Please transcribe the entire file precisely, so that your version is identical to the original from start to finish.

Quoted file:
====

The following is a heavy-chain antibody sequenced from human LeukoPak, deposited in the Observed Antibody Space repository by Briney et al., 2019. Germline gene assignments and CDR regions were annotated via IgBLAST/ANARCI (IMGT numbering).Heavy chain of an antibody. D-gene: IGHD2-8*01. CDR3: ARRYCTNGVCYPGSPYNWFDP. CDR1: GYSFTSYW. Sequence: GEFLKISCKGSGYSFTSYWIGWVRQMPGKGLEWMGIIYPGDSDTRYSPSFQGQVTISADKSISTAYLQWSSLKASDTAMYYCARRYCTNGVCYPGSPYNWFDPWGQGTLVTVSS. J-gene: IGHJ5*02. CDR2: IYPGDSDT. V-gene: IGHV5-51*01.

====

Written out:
The following is a heavy-chain antibody sequenced from human LeukoPak, deposited in the Observed Antibody Space repository by Briney et al., 2019. Germline gene assignments and CDR regions were annotated via IgBLAST/ANARCI (IMGT numbering).Heavy chain of an antibody. D-gene: IGHD2-8*01. CDR3: ARRYCTNGVCYPGSPYNWFDP. CDR1: GYSFTSYW. Sequence: GEFLKISCKGSGYSFTSYWIGWVRQMPGKGLEWMGIIYPGDSDTRYSPSFQGQVTISADKSISTAYLQWSSLKASDTAMYYCARRYCTNGVCYPGSPYNWFDPWGQGTLVTVSS. J-gene: IGHJ5*02. CDR2: IYPGDSDT. V-gene: IGHV5-51*01.